If you read my last post you may have been left wondering, well, whom exactly did I vote for?

The answer, I am sad to say, is that I do not vote. Shocking, right? How could an overly opinionated person like me not vote? As that is becoming a Frequently Asked Question™ and the answer is surreal and complex, I’m going to explain it here once and for all.

First, I must explain that exactly like Donald Trump, I come from an immigrant family. In fact, I come from an immigrant family and an emigrant family. In fact, I was not born in the USA; I am what the US Citizenship and Immigration Service calls a "resident alien" and I have been most of my life.

Why is this? Well, I seem to be cursed with a very weird family tradition. Let me start by explaining the stories of two other members of my family.

My mother’s mother was born and raised in Leicester, England. While cheerily romping around Europe drinking tea and fighting literal Nazis as all British people tended to do at that time, my grandmother met my grandfather in Caserta, Italy. He was a Californian, also out fighting Nazis. They worked in the local palace as part of some joint command center there. Anyway, they got married, moved back to southern California and had a daughter, my mother. Here’s the interesting part — because my mother’s mother was British you’d think my mother would get automatic British citizenship. But no, at that time, men could convey citizenship to such foreign born children, but not women. This flagrant sexism was eventually repaired in British law, but not retroactively.

The next story concerns my son. As I am a 100% born-on-the-island British citizen, I definitely should be able to convey automatic British citizenship to my son, right? Wrong! I was not married to my son’s mother when he was born (gasp!) and apparently England does not like the "natural" children of stupid parents. Well, did not like, past tense. You see, because it was completely medieval and ridiculous they just recently fixed that too. But not retroactively.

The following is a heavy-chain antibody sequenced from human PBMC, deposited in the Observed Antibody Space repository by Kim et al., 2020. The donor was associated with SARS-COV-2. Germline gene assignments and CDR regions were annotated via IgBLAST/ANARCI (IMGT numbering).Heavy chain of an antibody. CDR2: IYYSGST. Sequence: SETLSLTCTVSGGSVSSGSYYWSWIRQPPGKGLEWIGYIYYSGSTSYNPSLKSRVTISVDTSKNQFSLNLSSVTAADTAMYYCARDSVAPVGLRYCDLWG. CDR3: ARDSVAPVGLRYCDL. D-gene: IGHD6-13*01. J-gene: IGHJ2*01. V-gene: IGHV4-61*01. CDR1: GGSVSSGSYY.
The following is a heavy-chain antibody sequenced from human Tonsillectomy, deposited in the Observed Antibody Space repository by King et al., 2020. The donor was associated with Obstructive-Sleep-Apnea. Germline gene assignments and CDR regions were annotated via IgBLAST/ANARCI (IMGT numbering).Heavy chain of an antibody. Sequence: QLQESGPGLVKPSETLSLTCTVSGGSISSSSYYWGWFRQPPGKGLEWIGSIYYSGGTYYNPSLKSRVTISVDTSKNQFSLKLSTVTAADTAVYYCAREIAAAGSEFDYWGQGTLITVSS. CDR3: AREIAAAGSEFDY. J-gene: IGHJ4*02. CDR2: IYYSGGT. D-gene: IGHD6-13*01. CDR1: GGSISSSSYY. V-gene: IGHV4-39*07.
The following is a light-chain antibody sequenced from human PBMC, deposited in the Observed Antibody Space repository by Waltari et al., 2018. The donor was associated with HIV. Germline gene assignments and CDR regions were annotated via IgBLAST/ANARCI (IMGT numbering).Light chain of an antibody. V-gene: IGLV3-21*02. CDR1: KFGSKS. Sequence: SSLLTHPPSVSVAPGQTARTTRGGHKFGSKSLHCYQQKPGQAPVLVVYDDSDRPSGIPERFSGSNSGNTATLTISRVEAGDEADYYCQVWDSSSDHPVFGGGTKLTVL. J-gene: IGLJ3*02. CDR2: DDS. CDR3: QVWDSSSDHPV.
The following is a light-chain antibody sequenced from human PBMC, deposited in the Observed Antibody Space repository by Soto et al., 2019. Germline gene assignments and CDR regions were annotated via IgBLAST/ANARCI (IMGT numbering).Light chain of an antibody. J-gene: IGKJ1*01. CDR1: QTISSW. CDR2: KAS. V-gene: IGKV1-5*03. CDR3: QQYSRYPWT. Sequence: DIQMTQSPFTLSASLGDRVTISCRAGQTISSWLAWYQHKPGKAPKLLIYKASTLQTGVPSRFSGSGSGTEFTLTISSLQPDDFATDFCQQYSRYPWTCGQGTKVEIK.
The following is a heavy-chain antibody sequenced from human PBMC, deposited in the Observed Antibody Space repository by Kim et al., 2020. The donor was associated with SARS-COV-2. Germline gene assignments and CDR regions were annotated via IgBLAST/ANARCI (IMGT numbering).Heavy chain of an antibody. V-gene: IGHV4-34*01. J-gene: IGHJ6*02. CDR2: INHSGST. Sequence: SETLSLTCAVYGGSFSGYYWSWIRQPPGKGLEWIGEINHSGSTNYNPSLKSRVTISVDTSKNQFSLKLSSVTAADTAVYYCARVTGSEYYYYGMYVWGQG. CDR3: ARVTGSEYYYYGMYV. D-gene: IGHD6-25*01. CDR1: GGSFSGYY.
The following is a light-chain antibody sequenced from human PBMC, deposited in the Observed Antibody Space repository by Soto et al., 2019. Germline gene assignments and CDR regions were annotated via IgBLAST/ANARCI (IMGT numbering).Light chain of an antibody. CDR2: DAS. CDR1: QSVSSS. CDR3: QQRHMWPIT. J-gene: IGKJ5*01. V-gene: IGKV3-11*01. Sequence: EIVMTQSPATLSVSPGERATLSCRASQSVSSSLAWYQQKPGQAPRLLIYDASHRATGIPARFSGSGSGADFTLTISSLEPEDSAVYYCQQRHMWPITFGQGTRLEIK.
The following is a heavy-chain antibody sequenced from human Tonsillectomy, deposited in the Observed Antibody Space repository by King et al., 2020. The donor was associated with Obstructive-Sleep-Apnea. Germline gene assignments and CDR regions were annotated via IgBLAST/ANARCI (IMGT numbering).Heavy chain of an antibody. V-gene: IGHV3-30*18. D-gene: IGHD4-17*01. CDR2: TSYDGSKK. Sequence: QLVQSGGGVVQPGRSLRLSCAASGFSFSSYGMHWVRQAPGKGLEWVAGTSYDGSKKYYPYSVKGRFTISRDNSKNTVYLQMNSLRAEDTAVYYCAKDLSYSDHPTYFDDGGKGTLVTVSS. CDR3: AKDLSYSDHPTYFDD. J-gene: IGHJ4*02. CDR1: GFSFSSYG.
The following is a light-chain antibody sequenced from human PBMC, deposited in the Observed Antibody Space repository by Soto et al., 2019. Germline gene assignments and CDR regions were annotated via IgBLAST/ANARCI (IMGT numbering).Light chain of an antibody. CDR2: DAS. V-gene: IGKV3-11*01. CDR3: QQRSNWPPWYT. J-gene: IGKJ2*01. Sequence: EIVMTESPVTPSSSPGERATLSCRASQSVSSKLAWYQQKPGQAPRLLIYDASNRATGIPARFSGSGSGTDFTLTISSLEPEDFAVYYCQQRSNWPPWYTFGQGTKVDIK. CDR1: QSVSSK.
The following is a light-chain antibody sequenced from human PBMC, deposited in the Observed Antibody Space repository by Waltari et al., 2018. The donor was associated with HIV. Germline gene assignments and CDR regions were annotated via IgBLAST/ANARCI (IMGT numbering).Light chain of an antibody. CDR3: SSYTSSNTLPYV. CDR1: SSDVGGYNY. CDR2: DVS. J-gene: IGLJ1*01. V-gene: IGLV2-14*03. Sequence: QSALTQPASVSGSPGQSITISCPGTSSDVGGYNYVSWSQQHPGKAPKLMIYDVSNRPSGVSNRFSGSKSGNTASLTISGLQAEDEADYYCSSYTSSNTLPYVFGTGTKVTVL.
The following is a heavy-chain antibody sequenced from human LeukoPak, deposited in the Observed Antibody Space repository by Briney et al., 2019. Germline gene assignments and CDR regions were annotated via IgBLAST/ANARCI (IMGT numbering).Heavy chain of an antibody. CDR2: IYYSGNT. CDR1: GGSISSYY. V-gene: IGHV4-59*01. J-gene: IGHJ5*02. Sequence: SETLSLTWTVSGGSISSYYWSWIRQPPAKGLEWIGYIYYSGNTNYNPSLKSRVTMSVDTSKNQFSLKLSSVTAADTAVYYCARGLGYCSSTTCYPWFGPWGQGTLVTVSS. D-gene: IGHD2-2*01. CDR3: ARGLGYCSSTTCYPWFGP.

With that context, we can appreciate my more complex story better. My mother’s unambiguous American citizenship should confer itself to me as well, right? Wrong! Because people very often flat out disbelieve me when I tell them this, I’m going to include the exact relevant passage from the Immigration and Naturalization Act. Take a look and note that this excerpt was edited such that everything in it is relevant.


Sec. 301. [8 U.S.C. 1401] The following shall be nationals and
citizens of the United States at birth:

(g) a person born outside the geographical limits of the United States
... of parents one of whom is an alien, and the other a citizen of the
United States who, prior to the birth of such person, was physically
present in the United States ... for a period or periods totaling not
less than five years, at least two of which were after attaining the
age of fourteen years: Provided, That any periods of honorable service
in the Armed Forces of the United States, or periods of employment
with the United States Government... by such citizen parent, or any
periods during which such citizen parent is physically present abroad
as the dependent unmarried son or daughter and a member of the
household of a person

(B) employed by the United States Government..., may be included in
order to satisfy the physical-presence requirement of this paragraph.
This proviso shall be applicable to persons born on or after December
24, 1952, to the same extent as if it had become effective in its
present form on that date...

This is saying that my mother would have had to live in the USA from at least age 11 to 16 (strangely, she could have lived in Cuba for her first 10 years). But this is the code as it stands today. What makes this so tricky to research is that this code does not apply to me because when I was born a different code was in effect. When I was born, the residency period was this.

Immigration and Nationality Act § 301(g); 8 USC § 1401(g). For
children born prior to the enactment of Public Law 99-653 on November
14, 1986, the citizen parent's U.S. presence requirement is ten years,
of which at least five years had to have been after the parent's
fourteenth birthday.

Ok, my mother still could have lived her first 9 years in the Soviet Union, but back then she needed to live in the USA from age 9 to 19 before leaving to have a foreign born child. Unfortunately my mother who had lived in California all her life left when she was 17.

She had just precociously graduated a year early from high school and my grandfather was working for the US Navy as a researcher in the Navy communications labs in Point Loma, San Diego. Here’s one of my grandfather’s patents from that time which is assigned to the Navy. Perhaps because of his English wife, my grandfather was sent to England on a scientist exchange program. What were they going to do with my 17 year old mother, just leave her? No, she went along with the rest of the family.

There in England, my mother went to some kind of college, had some kind of job, and carried on being a normal human. She met my father who was going to engineering school and they got married. A couple years later, they had a child. That’s where I take the stage. When I was 18 months old, my mother moved back to the US with her husband and baby (who, according to greencard mugshots, was adorable).